To Jett or not to Jett

A few people have mentioned Jett Sett recently as a solution for
holding pieces so I had to jump in with my two cents - because it is
Jett BASIC and not Jett SETT that might be the better option. Jett
Sett is a ceramic-impregnated material that arrives in pellet form
and is intended to melt together and be formable into any sort of
holding shape without stickiness (the key issue). Jett Basic arrives
in white pellets but melts into a clear, completely unified mass that
is also formable into any shape.

Jett Basic IS sticky so it does just what I want - conforms exactly
to the object I’m holding without having to load up a lot of bulk
around it. Moreover, it sticks completely to itself, forming a thick,
malleable putty with no gaps or bits that flake off. It doesn’t leave
any residue in the heating pot since you can swirl a chunk around in
the water and it picks up every bit that might be floating around.
And it dries HARD, so it gives great support. I use it for setting
enamels & stones and hold it steady by squishing it into a vise. This
is the stuff you see Blaine Lewis use in his bezel setting video, btw
(no vested interest here.)

The only downside to Basic I’ve seen is that it sticks to anything
plastic so you have to be careful about what it touches. It doesn’t
stick to skin though, so it’s not a pain to use.

On the other hand: the fact that Jett Sett ISN’T sticky makes it
difficult to hold objects tightly. Since it doesn’t stick to metal,
it carries a coating of water that inhibits good contact. Then, since
the contact is poor you have to load up bulk around the piece, making
access more difficult. Moreover, it doesn’t stick to itself very well
so even after kneading to make it into a solid mass, bits flake off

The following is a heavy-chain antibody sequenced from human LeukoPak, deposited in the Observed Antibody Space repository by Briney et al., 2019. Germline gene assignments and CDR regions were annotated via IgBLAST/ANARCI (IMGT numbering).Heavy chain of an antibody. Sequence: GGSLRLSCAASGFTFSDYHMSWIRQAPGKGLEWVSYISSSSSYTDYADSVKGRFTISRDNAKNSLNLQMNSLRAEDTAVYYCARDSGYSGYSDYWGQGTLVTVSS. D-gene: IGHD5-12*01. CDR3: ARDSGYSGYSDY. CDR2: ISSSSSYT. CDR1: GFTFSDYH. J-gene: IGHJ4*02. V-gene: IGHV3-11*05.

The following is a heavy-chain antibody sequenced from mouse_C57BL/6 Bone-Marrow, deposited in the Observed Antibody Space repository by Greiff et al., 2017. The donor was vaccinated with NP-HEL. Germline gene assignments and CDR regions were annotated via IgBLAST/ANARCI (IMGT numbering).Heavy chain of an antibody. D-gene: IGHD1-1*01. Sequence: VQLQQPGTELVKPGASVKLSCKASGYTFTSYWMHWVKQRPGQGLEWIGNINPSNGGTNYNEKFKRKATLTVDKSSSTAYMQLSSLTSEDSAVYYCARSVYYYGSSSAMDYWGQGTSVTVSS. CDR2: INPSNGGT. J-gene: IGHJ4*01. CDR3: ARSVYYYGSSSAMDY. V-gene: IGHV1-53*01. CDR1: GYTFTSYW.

and crevices open up as it is drying. This makes it poor for holding
small objects - they just split pieces off and pop out. It is also a
god awful mess to use and to clean up - It leaves powdery flakes all
over the bench and a gunky sludge in the pot because the smaller
particles are impossible to ‘catch’ and incorporate into a larger
mass. After all, it isn’t sticky.

Sooooo, I don’t know if people really meant Jett Sett or Jett Basic
when they mentioned it, but for the applications in question (holding
small pieces for drilling, etc,) I would recommend Jett Basic. FWIW,
I’m trying to salvage some utility out of the Jett Sett by making
shallow dapping punches out of it. I’ll let you know what happens.
Betcha five bucks it shatters to bits after 3 uses. No offense to the
manufacturer, of course :slight_smile:

A blanket disclaimer - these are my experiences and others may see
it differently. Will that save me from a deluge of ‘you used it
wrong’ emails?


Where can you get jett-basic souds like the aqua plastic or thermo
plastic that we have seen before.

Let us know the price and source.

Kenneth Singh

Dear Kenneth,

Try Tyler Teague at:

Michael Knight

Hi, Linda,

Thanks for the about Jett Basic-- I didn’t know about

I’m surprised, though, by your comments about Jett Sett. You’re
right about it not sticking to metal and needing bulk to hold, but
I’ve never had any flaking or breaking, or sludge in the bottom of
the pot, and swirling it in hot water picks up all scraps like a
charm. It cools hard and smooth and very strong. I’ve used it to
make pairs of dies to hammer metal between (don’t have a hydraulic
press) and it has never cracked.

I wonder whether something is wrong with your batch-- could
overheating or something cause the “powdery flakes”? I’ve never seen
it flake at all.



I’m glad that Jett Sett has worked so well for you. Having used the
hot pot & thermometer supplied with the kit, I doubt that overheating
was an issue in my case. I’ve now tried it for simple dapping dies
and it has worked well - perhaps because in that situation bulk is
useful and stickiness is not. I have still experienced fissures,
though - as fine lines that might leave imperfections on very thin
gauge metal.

I still prefer Basic - but to each his own! By the way - for the
person who requested a source, it is also available in the Rio Grande


Speaking from personal experience, when the Jett Set gets dirty (if
you clean a piece while set in the Jett Set) it will begin to
deteriorate. I was told at Rio Grande Catalogue in Motion that by
mixing the Jett Basic with the deteriorating piece it will
recondition it. But I’ll have to look back at my notes to verify the
proportions. There are no instructions (at least on my jar) for the
process. I LOVE Jett Set. It has allowed me to speeeeeeed up the
setting process immensely. I use the holder that Jett Set promotes
that fits into my GRS bench pin/vise. And now, no cleaning the piece
in the Jett Set unless absolutely necessary.

Happy setting!
Kay Taylor